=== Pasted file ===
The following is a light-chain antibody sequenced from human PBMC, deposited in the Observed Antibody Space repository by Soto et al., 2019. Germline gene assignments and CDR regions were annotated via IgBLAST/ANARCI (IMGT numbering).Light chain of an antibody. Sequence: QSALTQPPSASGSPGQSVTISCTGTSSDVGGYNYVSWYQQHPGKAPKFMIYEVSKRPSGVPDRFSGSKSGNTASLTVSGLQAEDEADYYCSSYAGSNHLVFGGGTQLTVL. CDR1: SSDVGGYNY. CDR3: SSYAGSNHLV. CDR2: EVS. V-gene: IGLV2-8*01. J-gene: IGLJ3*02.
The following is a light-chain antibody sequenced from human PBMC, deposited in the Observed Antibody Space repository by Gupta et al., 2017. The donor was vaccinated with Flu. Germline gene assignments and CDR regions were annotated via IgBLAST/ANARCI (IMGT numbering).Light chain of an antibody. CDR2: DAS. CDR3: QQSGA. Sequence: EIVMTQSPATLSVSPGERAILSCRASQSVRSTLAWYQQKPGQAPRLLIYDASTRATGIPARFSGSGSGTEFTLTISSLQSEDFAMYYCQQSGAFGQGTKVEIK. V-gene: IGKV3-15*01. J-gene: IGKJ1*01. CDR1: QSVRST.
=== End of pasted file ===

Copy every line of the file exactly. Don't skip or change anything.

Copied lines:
The following is a light-chain antibody sequenced from human PBMC, deposited in the Observed Antibody Space repository by Soto et al., 2019. Germline gene assignments and CDR regions were annotated via IgBLAST/ANARCI (IMGT numbering).Light chain of an antibody. Sequence: QSALTQPPSASGSPGQSVTISCTGTSSDVGGYNYVSWYQQHPGKAPKFMIYEVSKRPSGVPDRFSGSKSGNTASLTVSGLQAEDEADYYCSSYAGSNHLVFGGGTQLTVL. CDR1: SSDVGGYNY. CDR3: SSYAGSNHLV. CDR2: EVS. V-gene: IGLV2-8*01. J-gene: IGLJ3*02.
The following is a light-chain antibody sequenced from human PBMC, deposited in the Observed Antibody Space repository by Gupta et al., 2017. The donor was vaccinated with Flu. Germline gene assignments and CDR regions were annotated via IgBLAST/ANARCI (IMGT numbering).Light chain of an antibody. CDR2: DAS. CDR3: QQSGA. Sequence: EIVMTQSPATLSVSPGERAILSCRASQSVRSTLAWYQQKPGQAPRLLIYDASTRATGIPARFSGSGSGTEFTLTISSLQSEDFAMYYCQQSGAFGQGTKVEIK. V-gene: IGKV3-15*01. J-gene: IGKJ1*01. CDR1: QSVRST.